Mother Nature gets a hand with imperiled plants
10/15/2013 4:50 PM
10/15/2013 4:50 PM
They are spindly and sickly looking plants to the untrained eye. But to Matt Garrett, field biologist for the Johnson County Park and Recreation Department, the 10 new Mead’s milkweed plants in Kill Creek Park represent a small glimmer of hope for a vanishing plant in a vanishing ecosystem.
Garrett and a couple of volunteers set the plants out on one of the last tracts of virgin prairie in the state of Kansas earlier this month with hopes that their seeds will strengthen the gene pool of the few Mead’s milkweeds already out there.
It wasn’t a huge crowd, on the hot and windy afternoon when the plants were set out. “But it’s a huge deal,” said Linda Lehrbaum, program manager of Kansas City WildLands, which is also involved in the project. “It’s like releasing a condor or something.”
All types of milkweed are still shaking off the “noxious weed” declarations many states tagged them with a few years back. Milkweed is critical to the survival of monarch butterflies, which lay eggs on them and also drink the nectar. However the butterflies are also at risk, not only because of milkweed eradication but also because of deforestation in their wintering grounds.
“So you have an imperiled butterfly using a threatened plant on increasingly smaller patches of prairie,” Garrett said. “The remnant prairie Mead’s needs to survive is truly one of the most threatened, least-protected habitats on the globe.”
Mead’s milkweed is considered in peril by about every agency or group that does rankings. The U.S. Fish and Wildlife Service calls it threatened, the Missouri Department of Conservation calls it endangered and it has a “globally imperiled” ranking from NatureServe, a nonprofit conservation organization. In Kansas, plants are not given ratings for endangerment.
But that doesn’t mean they’re not at risk. Mead’s milkweed only grows on undisturbed prairie because the soil structure and organisms it needs are destroyed by plowing, Garrett said. Not even prairie restored from previous farming will support the species.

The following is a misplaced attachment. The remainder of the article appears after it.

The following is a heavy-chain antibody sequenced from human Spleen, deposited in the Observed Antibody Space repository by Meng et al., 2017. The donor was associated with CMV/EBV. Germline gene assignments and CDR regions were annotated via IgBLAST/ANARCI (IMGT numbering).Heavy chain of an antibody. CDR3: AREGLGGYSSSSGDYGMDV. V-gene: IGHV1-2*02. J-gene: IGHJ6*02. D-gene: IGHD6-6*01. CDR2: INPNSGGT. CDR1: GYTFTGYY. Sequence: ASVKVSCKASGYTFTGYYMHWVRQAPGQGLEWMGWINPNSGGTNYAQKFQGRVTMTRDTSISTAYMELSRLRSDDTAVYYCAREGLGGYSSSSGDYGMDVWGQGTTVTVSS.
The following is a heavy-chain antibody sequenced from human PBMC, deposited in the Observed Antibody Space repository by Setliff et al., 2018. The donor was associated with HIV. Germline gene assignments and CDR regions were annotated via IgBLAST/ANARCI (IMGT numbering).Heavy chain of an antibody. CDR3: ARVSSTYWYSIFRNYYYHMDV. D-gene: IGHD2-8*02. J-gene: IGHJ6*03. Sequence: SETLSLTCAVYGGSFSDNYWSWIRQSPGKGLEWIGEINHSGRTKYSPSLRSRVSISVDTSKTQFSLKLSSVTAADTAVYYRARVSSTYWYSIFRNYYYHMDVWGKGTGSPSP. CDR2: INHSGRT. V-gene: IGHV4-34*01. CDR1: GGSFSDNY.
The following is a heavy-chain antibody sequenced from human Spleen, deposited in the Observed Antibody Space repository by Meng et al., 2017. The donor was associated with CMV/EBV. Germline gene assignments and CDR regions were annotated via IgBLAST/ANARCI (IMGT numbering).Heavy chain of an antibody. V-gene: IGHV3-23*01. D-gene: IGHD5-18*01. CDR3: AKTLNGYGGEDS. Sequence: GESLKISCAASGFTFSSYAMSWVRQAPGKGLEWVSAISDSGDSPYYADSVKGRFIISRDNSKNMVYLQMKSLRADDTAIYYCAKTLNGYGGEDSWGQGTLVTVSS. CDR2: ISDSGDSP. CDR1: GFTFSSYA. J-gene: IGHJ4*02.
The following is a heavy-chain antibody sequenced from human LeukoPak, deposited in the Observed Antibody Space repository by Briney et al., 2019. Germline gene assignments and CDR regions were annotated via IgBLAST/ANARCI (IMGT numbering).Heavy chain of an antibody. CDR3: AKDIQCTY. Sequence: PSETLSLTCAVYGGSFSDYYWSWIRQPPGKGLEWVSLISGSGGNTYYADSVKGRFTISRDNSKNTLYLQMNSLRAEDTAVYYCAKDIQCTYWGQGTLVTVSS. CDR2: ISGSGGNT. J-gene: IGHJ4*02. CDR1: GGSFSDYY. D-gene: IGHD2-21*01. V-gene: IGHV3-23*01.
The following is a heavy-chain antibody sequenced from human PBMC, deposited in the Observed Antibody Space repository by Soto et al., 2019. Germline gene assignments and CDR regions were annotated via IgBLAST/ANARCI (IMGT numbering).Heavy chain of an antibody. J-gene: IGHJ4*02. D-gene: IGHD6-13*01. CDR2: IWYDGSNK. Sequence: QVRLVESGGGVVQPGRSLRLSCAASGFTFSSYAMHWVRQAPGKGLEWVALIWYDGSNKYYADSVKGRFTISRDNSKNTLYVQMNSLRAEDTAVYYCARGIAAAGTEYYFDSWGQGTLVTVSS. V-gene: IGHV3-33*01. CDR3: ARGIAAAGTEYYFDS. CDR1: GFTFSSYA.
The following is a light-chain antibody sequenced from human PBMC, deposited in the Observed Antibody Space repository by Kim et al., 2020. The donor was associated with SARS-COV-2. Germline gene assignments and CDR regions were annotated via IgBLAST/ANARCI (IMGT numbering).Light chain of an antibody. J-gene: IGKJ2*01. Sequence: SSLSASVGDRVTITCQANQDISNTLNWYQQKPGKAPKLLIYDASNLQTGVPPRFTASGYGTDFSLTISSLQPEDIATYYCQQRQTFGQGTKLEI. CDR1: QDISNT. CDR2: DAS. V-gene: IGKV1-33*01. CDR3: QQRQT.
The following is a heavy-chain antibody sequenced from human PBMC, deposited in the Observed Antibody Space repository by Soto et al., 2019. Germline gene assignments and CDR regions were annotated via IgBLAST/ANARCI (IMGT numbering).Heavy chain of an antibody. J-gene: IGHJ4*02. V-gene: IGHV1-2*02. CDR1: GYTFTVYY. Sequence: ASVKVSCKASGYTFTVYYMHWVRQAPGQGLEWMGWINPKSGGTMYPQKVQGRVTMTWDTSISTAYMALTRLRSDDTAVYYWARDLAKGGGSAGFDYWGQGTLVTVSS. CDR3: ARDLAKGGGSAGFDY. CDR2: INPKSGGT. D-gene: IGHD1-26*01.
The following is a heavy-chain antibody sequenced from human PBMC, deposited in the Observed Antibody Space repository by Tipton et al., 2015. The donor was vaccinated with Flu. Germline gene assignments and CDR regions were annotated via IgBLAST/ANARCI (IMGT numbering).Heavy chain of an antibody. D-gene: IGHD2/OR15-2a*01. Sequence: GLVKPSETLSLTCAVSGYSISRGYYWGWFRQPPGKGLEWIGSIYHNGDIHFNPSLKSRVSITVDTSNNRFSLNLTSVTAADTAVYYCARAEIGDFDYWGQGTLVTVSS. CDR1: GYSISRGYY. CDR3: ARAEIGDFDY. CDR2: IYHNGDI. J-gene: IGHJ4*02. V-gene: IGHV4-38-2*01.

But untouched prairie remnants are hard to find. Kill Creek Park’s 18-acre remnant is the only one in Johnson County, he said.
Nationally, Mead’s milkweed is known on only 171 sites in 30 counties in Kansas, Missouri, Iowa and Illinois, he said.
A few have been spotted at Kill Creek Park and cataloged by naturalists who get GPS coordinates so they can check on the plants every so often. But the plants need a little help because of their isolation, Garrett said.
Mead’s milkweed grows only a couple of feet tall and must have cross-pollination from another plant to produce a seed pod. But when there are only a few plants at widely dispersed prairie sites, they can be weakened by inbreeding. The milkweed planted at Kill Creek Park was from Miami County — far enough away that it should strengthen the gene pool, Garrett said.
The plants that went out earlier this month looked spindly because milkweed typically die back and go dormant this time of year, he said. But the roots are still alive and will be watered periodically to keep them happy.
Next year, naturalists will search for more Mead’s milkweed seed pods that will be nurtured into more roots in greenhouses. But they won’t likely find any pods on the new plants. It can take up to 15 years to produce Mead’s milkweed seeds in the harsh conditions of the prairie.
There are federal recovery efforts for the plant, but they require many more open acres than the 18 at Kill Creek Park. Local conservationists are getting involved anyway. Besides Kill Creek Park, there’s a Mead’s recovery program at Marais des Cygne National Wildlife Refuge. Powell Gardens also grows some seed.
“I don’t want to stand by and watch this plant disappear,” Garrett said.